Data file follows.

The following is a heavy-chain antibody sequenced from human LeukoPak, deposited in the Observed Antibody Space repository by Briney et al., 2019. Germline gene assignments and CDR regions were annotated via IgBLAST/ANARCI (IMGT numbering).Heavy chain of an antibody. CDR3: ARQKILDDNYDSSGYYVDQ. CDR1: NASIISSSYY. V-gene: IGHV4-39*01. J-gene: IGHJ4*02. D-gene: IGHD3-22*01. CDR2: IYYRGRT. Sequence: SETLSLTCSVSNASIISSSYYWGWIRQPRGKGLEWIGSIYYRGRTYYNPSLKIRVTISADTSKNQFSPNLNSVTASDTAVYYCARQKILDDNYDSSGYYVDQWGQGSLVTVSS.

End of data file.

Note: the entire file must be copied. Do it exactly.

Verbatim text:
The following is a heavy-chain antibody sequenced from human LeukoPak, deposited in the Observed Antibody Space repository by Briney et al., 2019. Germline gene assignments and CDR regions were annotated via IgBLAST/ANARCI (IMGT numbering).Heavy chain of an antibody. CDR3: ARQKILDDNYDSSGYYVDQ. CDR1: NASIISSSYY. V-gene: IGHV4-39*01. J-gene: IGHJ4*02. D-gene: IGHD3-22*01. CDR2: IYYRGRT. Sequence: SETLSLTCSVSNASIISSSYYWGWIRQPRGKGLEWIGSIYYRGRTYYNPSLKIRVTISADTSKNQFSPNLNSVTASDTAVYYCARQKILDDNYDSSGYYVDQWGQGSLVTVSS.